The brothers Samuel and Boruch Gersonshon, their sister-in-law, Miriam Gersonshon, and many nieces and nephews, immigrated to Pittsburgh from Biala, Poland at different times before 1920. After immigrating, their family name was shortened to Gerson.
Miriam Gerson and her late husband, Avrum Dovid, had at least seven children, Harry, Sam, Anna, Hymie, Moishe, Molly and Walter. Harry Gerson immigrated to Pittsburgh first, followed by his mother and siblings. His father died when the children were young.
Harry Gerson owned a tailoring shop on East Carson Street on the South Side by the early 1920s. Later, he and his brother Sam Gerson founded Gerson Brothers, an alterations and dry cleaning business.
The business eventually occupied 2016 East Carson Street.
By 1947, Gerson Brothers employed six to eight people in their South Side shop, including the two brothers. In the 1950s, they hired a young Italian immigrant named Gino De Iuliis. After learning the business, De Iuliis opened the New Oakland Tailor at 234 Meyran Street. As demand for tailoring declined, Gerson Brothers became primarily a dry-cleaning business.
As a symbol of professional pride, Harry Gerson kept a photograph of the The Garment Worker, a statue in the New York City garment district of a tailor working at his sewing machine. The brothers kept a Jewish National Fund charity box on their counter.
In 1922, Harry Gerson (c.1900-1975) married Ethel Cohen (c.1904-1971), an immigrant from Manchester, England. They had two children, Doris and Alan. Doris Gerson married Isidore Schweitzer in 1946. Alan Gerson married Anne Rosenberg in 1956.
After living at various addresses throughout the Hill District and Oakland during their early years in Pittsburgh, the Gerson family gradually clustered along a single block in Greenfield. By 1940, Harry and Ethel Gerson lived at 915 Kennebec Street. Sam Gerson lived across the street at 932 Kennebec with his brother and sister-in-law Hyman and Sarah Gerson, and his younger brother Walter Gerson. Their younger sister Molly Gerson Greenspan lived up the block at 921 Kennebec with her husband Julius Greenspan.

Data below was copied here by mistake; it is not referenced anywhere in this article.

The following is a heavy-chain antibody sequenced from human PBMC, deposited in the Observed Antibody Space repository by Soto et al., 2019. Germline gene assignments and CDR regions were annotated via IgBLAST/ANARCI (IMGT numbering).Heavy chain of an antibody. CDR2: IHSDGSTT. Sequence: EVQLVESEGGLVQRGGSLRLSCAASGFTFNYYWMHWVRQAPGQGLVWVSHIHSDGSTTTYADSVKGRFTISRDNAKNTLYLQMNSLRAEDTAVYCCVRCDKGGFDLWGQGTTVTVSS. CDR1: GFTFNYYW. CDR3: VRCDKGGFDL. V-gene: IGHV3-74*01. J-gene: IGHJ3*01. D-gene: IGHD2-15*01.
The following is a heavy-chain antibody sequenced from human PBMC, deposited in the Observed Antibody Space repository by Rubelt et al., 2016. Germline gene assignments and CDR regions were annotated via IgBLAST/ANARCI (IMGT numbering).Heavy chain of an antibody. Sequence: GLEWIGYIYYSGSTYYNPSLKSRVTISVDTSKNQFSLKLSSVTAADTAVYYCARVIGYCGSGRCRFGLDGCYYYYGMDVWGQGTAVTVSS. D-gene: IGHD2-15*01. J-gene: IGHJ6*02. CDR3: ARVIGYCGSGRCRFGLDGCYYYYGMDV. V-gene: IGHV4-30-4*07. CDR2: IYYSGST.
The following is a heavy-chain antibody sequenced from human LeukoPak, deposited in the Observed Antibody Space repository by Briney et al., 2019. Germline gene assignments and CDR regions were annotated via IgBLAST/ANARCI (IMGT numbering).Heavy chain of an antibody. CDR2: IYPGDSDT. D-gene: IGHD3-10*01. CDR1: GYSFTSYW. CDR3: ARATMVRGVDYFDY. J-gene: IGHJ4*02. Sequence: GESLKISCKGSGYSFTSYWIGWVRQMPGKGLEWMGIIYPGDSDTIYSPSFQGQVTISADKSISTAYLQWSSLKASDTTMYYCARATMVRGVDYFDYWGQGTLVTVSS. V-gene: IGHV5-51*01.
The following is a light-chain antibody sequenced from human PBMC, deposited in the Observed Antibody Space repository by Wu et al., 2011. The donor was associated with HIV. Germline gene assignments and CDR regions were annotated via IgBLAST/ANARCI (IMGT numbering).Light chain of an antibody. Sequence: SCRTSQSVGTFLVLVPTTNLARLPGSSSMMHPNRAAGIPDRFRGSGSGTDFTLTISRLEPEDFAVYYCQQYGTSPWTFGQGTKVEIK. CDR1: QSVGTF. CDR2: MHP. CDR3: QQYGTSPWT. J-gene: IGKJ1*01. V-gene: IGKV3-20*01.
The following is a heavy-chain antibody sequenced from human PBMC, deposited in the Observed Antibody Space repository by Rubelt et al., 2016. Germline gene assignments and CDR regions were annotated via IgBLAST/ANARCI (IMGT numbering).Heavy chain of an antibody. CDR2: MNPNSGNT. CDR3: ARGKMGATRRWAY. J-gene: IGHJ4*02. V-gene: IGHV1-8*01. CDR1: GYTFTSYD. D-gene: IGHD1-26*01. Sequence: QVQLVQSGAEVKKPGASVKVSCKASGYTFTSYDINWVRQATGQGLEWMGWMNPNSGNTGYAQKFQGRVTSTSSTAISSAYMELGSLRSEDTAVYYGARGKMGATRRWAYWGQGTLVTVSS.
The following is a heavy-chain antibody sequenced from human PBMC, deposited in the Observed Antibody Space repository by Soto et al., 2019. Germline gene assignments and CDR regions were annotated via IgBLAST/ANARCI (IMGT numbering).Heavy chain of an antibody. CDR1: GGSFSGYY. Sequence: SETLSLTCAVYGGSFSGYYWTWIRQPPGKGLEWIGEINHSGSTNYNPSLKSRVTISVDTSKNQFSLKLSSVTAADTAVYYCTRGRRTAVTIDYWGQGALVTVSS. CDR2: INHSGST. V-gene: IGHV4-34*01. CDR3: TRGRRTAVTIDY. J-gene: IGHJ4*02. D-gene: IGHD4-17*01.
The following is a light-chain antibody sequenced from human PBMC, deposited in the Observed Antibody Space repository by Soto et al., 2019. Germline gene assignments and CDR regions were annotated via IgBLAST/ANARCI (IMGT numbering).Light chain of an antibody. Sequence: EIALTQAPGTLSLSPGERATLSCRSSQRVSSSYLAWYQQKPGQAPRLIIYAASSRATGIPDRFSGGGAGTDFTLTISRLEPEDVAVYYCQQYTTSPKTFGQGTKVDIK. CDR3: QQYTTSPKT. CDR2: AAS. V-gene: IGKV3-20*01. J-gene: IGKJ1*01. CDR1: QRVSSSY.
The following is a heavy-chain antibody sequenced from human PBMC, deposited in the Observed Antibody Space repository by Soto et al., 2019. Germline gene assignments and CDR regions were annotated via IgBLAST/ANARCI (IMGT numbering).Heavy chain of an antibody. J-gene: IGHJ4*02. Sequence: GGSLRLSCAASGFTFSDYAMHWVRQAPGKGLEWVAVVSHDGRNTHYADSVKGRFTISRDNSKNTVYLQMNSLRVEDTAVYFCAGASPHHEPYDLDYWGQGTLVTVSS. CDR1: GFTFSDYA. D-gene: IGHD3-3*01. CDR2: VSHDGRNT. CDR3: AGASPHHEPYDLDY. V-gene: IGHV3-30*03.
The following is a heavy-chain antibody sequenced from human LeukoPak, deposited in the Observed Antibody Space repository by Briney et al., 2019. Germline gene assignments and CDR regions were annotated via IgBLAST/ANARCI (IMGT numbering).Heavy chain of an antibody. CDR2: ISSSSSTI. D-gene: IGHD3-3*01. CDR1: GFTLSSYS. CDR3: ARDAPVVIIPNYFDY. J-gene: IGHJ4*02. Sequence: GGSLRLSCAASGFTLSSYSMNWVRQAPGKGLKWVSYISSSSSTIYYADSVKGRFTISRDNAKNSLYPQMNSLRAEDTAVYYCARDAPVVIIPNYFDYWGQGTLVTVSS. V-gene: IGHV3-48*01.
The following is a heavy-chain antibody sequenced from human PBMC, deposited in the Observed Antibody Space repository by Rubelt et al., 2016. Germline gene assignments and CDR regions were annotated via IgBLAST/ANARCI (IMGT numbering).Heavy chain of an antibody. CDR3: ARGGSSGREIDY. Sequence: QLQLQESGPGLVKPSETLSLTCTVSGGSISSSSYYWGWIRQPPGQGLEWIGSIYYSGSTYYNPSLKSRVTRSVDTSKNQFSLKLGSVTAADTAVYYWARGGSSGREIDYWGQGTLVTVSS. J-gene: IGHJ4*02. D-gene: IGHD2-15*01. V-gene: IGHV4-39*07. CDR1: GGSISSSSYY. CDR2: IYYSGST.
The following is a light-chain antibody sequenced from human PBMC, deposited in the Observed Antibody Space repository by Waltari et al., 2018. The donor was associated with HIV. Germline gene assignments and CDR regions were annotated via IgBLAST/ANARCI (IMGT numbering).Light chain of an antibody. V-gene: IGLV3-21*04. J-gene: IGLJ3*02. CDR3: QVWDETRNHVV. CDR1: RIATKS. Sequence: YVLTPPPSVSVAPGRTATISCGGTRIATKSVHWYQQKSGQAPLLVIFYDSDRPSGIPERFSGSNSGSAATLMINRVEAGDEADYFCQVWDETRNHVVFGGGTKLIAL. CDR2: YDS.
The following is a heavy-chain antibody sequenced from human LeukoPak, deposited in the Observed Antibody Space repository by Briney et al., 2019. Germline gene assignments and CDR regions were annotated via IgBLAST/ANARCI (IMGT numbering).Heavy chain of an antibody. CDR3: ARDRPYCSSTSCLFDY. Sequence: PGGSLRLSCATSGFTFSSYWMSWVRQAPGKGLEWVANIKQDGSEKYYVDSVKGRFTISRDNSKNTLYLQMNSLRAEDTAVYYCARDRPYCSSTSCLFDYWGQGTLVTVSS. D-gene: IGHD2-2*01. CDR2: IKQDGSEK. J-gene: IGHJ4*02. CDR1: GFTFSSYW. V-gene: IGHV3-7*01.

Alan Gerson (c.1931-2001) served with the U.S. Army in Korea during the 1950s and returned to join Gerson Brothers, which he ran after his father and uncle died in the 1970s. In 1996, he sold the business and retired.
Alan Gerson was an avid lover of good food and fine wine, according to his son-in-law Rich Amster. “Gourmand is a big word and carries with it a stereotyped image that does not fit here,” Amster wrote in the Jewish Chronicle after Alan Gerson died in August 2001. “There was no artificial formality, no stuffiness, no snobbishness associated with his deep involvement with cuisine. His style was comfort. He had a high degree of respect for tradition, history and ingredient, and most importantly, his style included an abundance of joy and generosity. These are the things that separate the stereotype from the man.”